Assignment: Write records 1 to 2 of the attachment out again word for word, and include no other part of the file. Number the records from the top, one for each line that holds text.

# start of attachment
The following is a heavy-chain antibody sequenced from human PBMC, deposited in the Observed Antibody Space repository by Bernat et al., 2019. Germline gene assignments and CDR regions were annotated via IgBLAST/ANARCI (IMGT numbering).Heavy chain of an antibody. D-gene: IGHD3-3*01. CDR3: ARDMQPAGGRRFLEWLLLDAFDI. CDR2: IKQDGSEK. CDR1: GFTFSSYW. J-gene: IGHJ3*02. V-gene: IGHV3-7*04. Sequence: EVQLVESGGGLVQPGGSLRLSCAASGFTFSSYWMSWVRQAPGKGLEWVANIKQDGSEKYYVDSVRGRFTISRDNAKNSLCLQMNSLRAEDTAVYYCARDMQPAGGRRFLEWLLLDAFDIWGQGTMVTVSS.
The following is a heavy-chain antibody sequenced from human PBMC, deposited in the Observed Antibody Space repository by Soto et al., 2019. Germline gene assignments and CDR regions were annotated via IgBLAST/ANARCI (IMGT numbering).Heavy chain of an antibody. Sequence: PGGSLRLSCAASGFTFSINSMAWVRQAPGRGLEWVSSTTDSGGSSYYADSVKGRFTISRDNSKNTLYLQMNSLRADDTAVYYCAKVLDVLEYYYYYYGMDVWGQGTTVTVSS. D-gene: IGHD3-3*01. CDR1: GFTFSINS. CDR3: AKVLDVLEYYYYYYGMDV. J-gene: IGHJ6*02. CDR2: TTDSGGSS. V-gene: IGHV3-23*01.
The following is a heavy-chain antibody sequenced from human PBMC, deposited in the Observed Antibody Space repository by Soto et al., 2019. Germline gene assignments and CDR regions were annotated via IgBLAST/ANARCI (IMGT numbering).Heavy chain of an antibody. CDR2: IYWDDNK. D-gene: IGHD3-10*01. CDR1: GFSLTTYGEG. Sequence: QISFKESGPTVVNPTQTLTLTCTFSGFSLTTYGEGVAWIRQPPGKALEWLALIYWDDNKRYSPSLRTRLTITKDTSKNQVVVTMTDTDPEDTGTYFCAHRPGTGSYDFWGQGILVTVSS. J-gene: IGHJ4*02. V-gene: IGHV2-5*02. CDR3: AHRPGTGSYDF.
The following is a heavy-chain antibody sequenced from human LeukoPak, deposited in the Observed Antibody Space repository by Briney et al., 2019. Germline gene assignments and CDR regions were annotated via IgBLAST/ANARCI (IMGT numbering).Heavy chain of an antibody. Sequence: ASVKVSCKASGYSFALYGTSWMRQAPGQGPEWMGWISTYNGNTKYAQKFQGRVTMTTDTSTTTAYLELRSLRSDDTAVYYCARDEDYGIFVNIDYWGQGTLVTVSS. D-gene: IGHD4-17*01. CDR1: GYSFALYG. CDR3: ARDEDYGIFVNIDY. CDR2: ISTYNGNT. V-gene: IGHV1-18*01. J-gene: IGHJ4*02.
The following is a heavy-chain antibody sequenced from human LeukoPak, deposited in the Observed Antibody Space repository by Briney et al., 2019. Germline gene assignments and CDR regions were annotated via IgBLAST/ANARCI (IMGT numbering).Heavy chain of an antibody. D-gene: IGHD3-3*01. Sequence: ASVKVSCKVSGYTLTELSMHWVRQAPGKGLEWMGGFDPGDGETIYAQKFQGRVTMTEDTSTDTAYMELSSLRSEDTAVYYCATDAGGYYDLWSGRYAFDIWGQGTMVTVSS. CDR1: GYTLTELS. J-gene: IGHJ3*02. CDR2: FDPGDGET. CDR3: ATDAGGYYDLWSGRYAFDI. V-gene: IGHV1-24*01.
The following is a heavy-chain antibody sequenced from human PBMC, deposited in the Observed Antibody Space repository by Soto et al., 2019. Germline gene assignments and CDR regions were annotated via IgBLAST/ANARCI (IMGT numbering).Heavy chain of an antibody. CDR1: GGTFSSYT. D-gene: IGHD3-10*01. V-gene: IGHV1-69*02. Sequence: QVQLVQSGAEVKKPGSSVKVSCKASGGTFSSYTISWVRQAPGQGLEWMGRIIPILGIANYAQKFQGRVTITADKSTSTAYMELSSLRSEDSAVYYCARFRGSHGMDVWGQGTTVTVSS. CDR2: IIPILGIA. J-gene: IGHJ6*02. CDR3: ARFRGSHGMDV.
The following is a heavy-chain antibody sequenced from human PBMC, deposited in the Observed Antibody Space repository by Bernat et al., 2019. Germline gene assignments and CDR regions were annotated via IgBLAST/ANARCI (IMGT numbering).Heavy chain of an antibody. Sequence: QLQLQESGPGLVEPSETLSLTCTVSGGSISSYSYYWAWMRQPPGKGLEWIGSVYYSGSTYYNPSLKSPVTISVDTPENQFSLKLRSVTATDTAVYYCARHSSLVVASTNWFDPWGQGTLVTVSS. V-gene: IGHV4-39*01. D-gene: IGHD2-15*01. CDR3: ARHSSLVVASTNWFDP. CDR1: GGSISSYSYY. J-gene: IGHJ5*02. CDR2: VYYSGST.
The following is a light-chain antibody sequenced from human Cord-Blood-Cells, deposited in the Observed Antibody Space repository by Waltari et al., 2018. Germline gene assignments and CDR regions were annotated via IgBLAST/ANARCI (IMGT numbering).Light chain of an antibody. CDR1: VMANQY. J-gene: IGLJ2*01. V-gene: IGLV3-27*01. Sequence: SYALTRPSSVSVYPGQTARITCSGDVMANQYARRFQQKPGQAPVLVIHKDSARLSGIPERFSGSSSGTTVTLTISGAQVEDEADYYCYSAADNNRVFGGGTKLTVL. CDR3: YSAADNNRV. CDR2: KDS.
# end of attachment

The following is a heavy-chain antibody sequenced from human PBMC, deposited in the Observed Antibody Space repository by Bernat et al., 2019. Germline gene assignments and CDR regions were annotated via IgBLAST/ANARCI (IMGT numbering).Heavy chain of an antibody. D-gene: IGHD3-3*01. CDR3: ARDMQPAGGRRFLEWLLLDAFDI. CDR2: IKQDGSEK. CDR1: GFTFSSYW. J-gene: IGHJ3*02. V-gene: IGHV3-7*04. Sequence: EVQLVESGGGLVQPGGSLRLSCAASGFTFSSYWMSWVRQAPGKGLEWVANIKQDGSEKYYVDSVRGRFTISRDNAKNSLCLQMNSLRAEDTAVYYCARDMQPAGGRRFLEWLLLDAFDIWGQGTMVTVSS.
The following is a heavy-chain antibody sequenced from human PBMC, deposited in the Observed Antibody Space repository by Soto et al., 2019. Germline gene assignments and CDR regions were annotated via IgBLAST/ANARCI (IMGT numbering).Heavy chain of an antibody. Sequence: PGGSLRLSCAASGFTFSINSMAWVRQAPGRGLEWVSSTTDSGGSSYYADSVKGRFTISRDNSKNTLYLQMNSLRADDTAVYYCAKVLDVLEYYYYYYGMDVWGQGTTVTVSS. D-gene: IGHD3-3*01. CDR1: GFTFSINS. CDR3: AKVLDVLEYYYYYYGMDV. J-gene: IGHJ6*02. CDR2: TTDSGGSS. V-gene: IGHV3-23*01.